If you don’t keep your fingers behind the cutting line, you’ll lose them. For reals.


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TASTE AS YOU COOK SALT CAN RUIN A DISH, TASTE, TASTE, TASTE.

One of the greatest parts about cooking is that you can make things how you like them. You have a particular set of taste buds and you appreciate certain flavors more than others. One of the reasons is seasoning. Season has the power to entice, surprise, please or disgust the palette. When seasoning, make sure you taste as you go if at all possible (don’t taste the raw meat of course, but season generously), and remember that the longer you cook liquids, the more condensed the flavors will get so don’t season to taste at the beginning. Taste everything before you serve it. Make sure it is to your liking. If it’s not, perhaps you need to season it still. Salt and pepper add simple flavors but can compliment a dish. Acids, such as a squeeze of lemon or lime, can lighten and awaken a dish. Taste, taste, taste.


now you’re cooking —HARRIET VAN HORNE American newspaper columnist and film & television critic.


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COOKING METHODS EXPLAINED THE DIFFERENCES BETWEEN COOKING METHODS.

There are two main categories for cooking, dry heat and moist heat. Moist heat, or wet cooking, obviously needs liquid (water, stock, wine, etc.) to cook, while dry heat cooking, is just that, no liquid is added to cook. Dry heat cooking often has fats or oils (not considered to be liquids, even though they may come in a liquid state) that assist the cooking process. Thanks to the Epicurious food dictionary, the following definitions and terms should help to clear up any confusion you may have had about what is what when it comes to cooking methods and how to do them.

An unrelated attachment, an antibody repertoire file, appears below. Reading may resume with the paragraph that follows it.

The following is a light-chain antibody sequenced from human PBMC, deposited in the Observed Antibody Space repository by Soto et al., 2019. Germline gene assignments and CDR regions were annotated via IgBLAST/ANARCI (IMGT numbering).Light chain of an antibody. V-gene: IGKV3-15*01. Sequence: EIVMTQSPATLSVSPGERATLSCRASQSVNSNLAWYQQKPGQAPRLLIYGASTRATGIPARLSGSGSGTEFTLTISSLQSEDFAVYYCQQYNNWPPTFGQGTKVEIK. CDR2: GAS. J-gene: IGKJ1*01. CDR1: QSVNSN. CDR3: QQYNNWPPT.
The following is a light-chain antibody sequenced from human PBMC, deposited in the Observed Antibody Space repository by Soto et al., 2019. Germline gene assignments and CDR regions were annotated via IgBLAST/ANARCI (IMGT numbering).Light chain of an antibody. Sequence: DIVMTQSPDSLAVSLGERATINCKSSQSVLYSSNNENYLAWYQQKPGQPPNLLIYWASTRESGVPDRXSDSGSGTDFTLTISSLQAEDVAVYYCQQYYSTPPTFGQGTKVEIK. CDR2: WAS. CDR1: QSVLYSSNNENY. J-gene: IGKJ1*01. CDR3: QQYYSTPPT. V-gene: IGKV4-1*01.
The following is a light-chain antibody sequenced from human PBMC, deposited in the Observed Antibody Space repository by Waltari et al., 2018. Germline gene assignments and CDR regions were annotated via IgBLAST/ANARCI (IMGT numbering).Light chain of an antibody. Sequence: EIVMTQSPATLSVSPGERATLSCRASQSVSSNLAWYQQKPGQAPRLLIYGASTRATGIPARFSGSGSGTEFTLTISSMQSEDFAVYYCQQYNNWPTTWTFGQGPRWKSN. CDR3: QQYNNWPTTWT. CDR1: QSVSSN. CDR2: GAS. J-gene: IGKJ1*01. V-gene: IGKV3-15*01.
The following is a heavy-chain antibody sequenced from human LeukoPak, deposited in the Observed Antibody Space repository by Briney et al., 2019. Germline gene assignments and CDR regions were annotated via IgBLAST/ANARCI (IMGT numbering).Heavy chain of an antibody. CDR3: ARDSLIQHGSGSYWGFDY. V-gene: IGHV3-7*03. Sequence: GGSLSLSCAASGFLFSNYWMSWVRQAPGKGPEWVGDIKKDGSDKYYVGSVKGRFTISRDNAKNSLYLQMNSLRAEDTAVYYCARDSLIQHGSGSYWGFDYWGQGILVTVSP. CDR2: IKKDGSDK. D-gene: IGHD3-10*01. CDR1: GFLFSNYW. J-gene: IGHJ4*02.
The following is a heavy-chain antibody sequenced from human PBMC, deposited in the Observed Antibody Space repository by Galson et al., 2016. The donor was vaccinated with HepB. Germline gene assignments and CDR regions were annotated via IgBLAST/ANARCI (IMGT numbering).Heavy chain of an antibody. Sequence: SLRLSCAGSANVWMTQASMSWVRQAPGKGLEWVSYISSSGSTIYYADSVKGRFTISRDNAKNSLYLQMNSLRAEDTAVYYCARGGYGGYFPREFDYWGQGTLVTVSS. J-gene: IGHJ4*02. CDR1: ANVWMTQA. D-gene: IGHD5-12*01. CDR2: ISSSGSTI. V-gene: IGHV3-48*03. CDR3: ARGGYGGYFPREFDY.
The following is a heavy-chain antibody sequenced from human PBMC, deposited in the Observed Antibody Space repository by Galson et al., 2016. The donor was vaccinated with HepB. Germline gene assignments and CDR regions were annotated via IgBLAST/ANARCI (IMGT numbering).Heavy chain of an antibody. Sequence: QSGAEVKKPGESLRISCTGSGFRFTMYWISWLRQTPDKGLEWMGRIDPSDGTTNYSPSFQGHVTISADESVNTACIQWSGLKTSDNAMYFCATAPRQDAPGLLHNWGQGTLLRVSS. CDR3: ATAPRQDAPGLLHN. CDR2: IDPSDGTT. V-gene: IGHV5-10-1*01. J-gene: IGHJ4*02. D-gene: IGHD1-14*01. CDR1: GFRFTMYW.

Cook using liquid

WET COOKING TERMS

BOIL & SIMMER

B RAI S E (combination wet & dry)

P OA C H

Boil: to cook food in a rapidly boiling pot of water at a high temperature (about 212°F). Simmering is used to cook food gently in liquid at a temperature (about 185°F) low enough that tiny bubbles just begin to break the surface.

A cooking method by which food (usually meat or vegetables) is first browned in fat, then cooked, tightly covered, in a small amount of liquid at low heat for a lengthy period of time. The long, slow cooking develops flavor and tenderizes foods by gently breaking down their fibers. Braising can be done on top of the range or in the oven. A tight-fitting lid is very important to prevent the liquid from evaporating.

To cook food gently in liquid just below the boiling point (about 160°F) when the liquid’s surface is beginning to show some quivering movement. The amount and temperature of the liquid used depends on the food being poached. Poaching produces a delicate flavor in foods, while imparting some of the liquid’s flavor to the ingredient being poached.


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SHOCK

SOUS-VIDE

STEAM

Using an ice bath to cool food immediately after blanching. “Shocking” the food stops the cooking process, preventing the food from losing its color and texture. More on this in number 20.

A method of cooking food sealed in airtight plastic bags in a water bath for longer than normal cooking times—72 hours in some cases—at an accurately regulated temperature much lower than normally used for cooking, typically around 131 °F to 140 °F for meats and higher for vegetables. The intention is to cook the item evenly, and to not overcook the outside while still keeping the inside at the same “doneness”, keeping the food juicier.

A method of cooking whereby food is placed on a rack or in a special steamer basket over boiling or simmering water in a covered pan. Steaming does a better job than boiling or poaching of retaining a food’s flavor, shape, texture and many of the vitamins and minerals.


Cook using pure heat, often paired with fats & oils

DRY COOKING TERMS

BAKE

BRAISE

BROIL

To cook food in an oven, thereby surrounding it with dry heat.